Thursday, June 26, 2014

Bias in the Classroom

I have been very fortunate to attend university finally, and have some fantastic tales to tell. In no manner, shape, or form, am I the expert in content or pedagogy, however, I certainly believe that a professional and encouraging atmosphere requires a professor to leave their opinions and bias at the door, and present all sides and possibilities of a situation. Truly, I find it insulting to take out student loans and receive financial aid that is to be spent on required curriculum when bias is clearly present in the classroom. Paying for someone to have a moral and political pulpit in the classroom is not what I feel I signed up for. An educated and well thought opinion is always appreciated, and cultured expertise in a subject welcomed. Who you are voting for and what your personal preferences are in life are not what I am there to learn about.

Friday, June 13, 2014

Coffee Shop Talk - Gossip - Identifying Others - Awareness

Here I sit in my local coffee shop using the Internet alone to conduct some quick email responses and searches between appointments on this wet Friday afternoon. I have been coming here off and on for the past five years, and usually, only stopped in for a brief moment. Within the past two months I have been sitting here for a few hours at a time working on homework or other projects away from my home office. Generally, I am by myself, and quiet. Thereby, everyone else's conversations are amplified, laughter echoes, and my lack of headphones evidently keeps me from blocking out the din that surrounds me. So, why don't I just leave and not worry about everyone else's conversations? After all, they are paying guests, just as I am, however, the conversations that I have overheard lately leave me speechless and flabbergasted.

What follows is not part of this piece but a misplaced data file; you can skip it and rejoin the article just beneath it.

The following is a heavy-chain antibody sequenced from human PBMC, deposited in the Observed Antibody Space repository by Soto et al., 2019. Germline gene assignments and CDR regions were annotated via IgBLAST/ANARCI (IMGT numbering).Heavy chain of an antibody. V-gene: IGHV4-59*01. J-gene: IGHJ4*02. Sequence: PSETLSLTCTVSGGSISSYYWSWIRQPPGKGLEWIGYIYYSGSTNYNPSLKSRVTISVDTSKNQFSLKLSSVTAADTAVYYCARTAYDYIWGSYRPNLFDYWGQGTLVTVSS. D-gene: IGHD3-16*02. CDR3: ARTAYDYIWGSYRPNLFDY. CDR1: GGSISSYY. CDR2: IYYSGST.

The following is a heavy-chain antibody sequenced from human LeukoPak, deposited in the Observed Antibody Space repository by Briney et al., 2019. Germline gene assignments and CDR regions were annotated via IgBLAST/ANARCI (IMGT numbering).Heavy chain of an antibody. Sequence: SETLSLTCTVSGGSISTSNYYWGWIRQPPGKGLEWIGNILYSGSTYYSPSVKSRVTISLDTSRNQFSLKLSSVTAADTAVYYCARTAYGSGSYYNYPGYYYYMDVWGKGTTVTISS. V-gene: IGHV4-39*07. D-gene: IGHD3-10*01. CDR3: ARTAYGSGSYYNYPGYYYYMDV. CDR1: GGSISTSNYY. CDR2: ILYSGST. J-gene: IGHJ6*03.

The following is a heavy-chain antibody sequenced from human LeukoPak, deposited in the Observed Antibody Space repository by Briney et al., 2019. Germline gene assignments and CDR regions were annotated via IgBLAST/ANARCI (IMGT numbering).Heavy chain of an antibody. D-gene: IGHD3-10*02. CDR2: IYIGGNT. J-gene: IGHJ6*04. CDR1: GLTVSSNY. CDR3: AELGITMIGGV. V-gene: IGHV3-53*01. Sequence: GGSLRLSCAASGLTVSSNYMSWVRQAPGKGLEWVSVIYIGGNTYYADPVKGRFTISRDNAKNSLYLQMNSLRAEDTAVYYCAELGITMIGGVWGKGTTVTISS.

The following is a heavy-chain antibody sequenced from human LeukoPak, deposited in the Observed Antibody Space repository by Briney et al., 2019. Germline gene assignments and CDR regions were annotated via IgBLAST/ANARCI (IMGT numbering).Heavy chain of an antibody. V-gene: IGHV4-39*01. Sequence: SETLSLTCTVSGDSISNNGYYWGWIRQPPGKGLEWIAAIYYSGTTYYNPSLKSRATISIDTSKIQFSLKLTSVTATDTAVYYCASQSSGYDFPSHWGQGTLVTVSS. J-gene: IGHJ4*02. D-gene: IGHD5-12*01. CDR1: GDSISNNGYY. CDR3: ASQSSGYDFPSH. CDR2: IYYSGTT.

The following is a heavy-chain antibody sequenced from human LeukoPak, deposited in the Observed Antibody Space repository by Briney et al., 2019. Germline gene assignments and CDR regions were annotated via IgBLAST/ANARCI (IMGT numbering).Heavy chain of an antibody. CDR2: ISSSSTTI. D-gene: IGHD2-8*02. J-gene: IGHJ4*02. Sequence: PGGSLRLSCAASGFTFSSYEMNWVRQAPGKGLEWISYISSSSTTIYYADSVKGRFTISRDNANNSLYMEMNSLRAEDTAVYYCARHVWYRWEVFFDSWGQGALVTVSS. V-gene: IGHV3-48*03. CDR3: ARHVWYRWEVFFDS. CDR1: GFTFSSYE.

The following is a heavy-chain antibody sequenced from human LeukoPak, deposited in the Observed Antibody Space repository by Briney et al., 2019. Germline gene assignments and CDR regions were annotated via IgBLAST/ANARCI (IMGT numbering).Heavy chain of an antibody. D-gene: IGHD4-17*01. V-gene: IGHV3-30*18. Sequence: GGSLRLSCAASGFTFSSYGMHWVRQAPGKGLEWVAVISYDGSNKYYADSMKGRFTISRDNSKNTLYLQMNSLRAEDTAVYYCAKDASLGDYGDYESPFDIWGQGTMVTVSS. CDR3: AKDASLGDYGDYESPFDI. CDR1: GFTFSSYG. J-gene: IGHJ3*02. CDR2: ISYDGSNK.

I don't know how aware people are, especially in small towns, how viral their conversation can become. What I overhear in the coffee shop when people's names are involved, jobs, illness, financial situations, and so on and so forth, are not what I ever expect to hear so brazenly unfiltered in public. Where are people's filters? How would you react if it was you or a family member being so openly discussed in a very public forum with an echo factor amplifying the conversation? You never know when the next table over will tweet a photo of you, video, or make your topic of conversation their next blog or Facebook post.


What purpose does gossip serve? Aside from posturing one's self as an authority, or the one to be listened to for more juicy details on a hot story, I see no service that gossip provides in the public. This is how people are potentially genuinely harmed. Watch your words for they carry power.


These past two months have really made me aware of what I say, where I say it, and the content and context of what I share. I would find it interesting to record an hour in a coffee shop, and then play back the conversation for those having it. I may have my back to you, but I am not deaf.

Tuesday, April 8, 2014

Visiting England Soon? Here Are Some Ideas....